103018_susan_zombie_inline_730.jpg
A tiny emerald (green) jewel wasp needs just two stings to turn an American cockroach into walking, unresisting meat. First, the wasp grasps the edge of a shield that covers the back of the roach’s neck (left). Then she delivers a sting that paralyzes the roach’s front legs. Now she bends her body around to deliver a sting through the roach’s throat and up into its brain (right). Afterward, the wasp will be able to lead the roach anywhere — even to its grave.
K.C. Catania/Brain, Behavior & Evolution 2018

The wasp doesn’t have to do anything else — just wait.

After this attack, a roach will typically start grooming itself. This may be a reaction to the venom. The roach “is sitting there not running away from this really terrifying creature that’s going to eventually ensure it gets eaten alive,” Catania says.  It doesn’t resist. Even when the wasp bites the roach’s antenna down to a half-length stub and takes a drink of its insect version of blood.

“There’s a lot of recent interest in the jewel wasp, and for a good reason,” notes Coby Schal. He studies other roach behaviors at North Carolina State University in Raleigh. Both wasps and roaches are relatively large. And that has made it relatively easy to explore how their brains and nerves affect their behaviors.

Alert roaches may hold off becoming zombies

Some roaches notice the approaching wasp. The most effective defensive move is what Catania calls “stilt standing.” The roach rises tall on its legs. It makes a barrier “almost like a barbed wire fence,” he says. While the Halloween roaches Catania bought for his own kitchen have misleadingly smooth legs, real roach legs are not. These sensitive limbs bristle with spines that can stab a wasp.

As a fight wears on, the roach may turn and, with one of its rear legs, repeatedly kick its attacker in the head.  A roach leg isn’t built for a straight kick. So to manage this maneuver, the roach instead swings its leg sideways. It moves a bit like a baseball bat.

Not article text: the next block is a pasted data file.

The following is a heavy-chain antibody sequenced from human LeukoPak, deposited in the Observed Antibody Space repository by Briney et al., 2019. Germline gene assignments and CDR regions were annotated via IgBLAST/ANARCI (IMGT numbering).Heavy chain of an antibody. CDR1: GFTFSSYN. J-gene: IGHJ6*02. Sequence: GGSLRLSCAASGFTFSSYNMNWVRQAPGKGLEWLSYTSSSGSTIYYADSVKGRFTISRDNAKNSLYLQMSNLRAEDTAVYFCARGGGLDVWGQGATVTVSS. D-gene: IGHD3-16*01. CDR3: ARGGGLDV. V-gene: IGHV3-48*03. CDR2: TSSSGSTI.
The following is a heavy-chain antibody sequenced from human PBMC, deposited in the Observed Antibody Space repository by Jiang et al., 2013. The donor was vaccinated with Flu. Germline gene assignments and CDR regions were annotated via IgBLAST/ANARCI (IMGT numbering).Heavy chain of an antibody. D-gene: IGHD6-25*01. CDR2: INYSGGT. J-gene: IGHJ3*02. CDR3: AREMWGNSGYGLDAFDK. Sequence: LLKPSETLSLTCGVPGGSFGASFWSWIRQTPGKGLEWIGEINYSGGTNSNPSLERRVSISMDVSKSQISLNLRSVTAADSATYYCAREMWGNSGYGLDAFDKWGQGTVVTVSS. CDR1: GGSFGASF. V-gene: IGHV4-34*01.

Juvenile roaches don’t have much of a chance to fight off one of these wasps. “Zombies are hard on the kids,” Catania says. A full-grown adult roach may, however, avoid becoming a larval wasp’s breakfast, lunch and dinner.

The fights might go differently outdoors, Schal says. A roach might dart into a little crack or run down a hole. It’s a more complex fight. He has seen them in real life, in such places as his own backyard in North Carolina.

Outdoor roaches have to deal with other predators besides wasps. Schal wonders if their quirks affect how the wasp-roach fights play out. For instance, scary toads will zap out their tongues to snatch up a roach to eat. Over time, roaches have learned to notice air whooshing in their direction. That might be their last split second to dodge a toad tongue or some other attack.

Shal wonders whether the roach’s rapid response to air movements has something to do with the way the wasps approach. They can fly perfectly well. But they don’t dive into their victims. As they close in on a roach, they find a place to land. Then they creep in close. That sneak attack may be a way around a roach’s ability to dodge attacks from the air.  

People don’t really have to worry about zombie-maker attacks. But Halloween is the season for imaginary scares. For practical advice, in case fictional zombie-makers jump off a movie screen, Catania advises: “Protect your throat!”

Such advice is a bit late for him, though. His Halloween costume this year? A zombie, of course.

Susan Milius is the life sciences writer, covering organismal biology and evolution, and has a special passion for plants, fungi and invertebrates. She studied biology and English literature.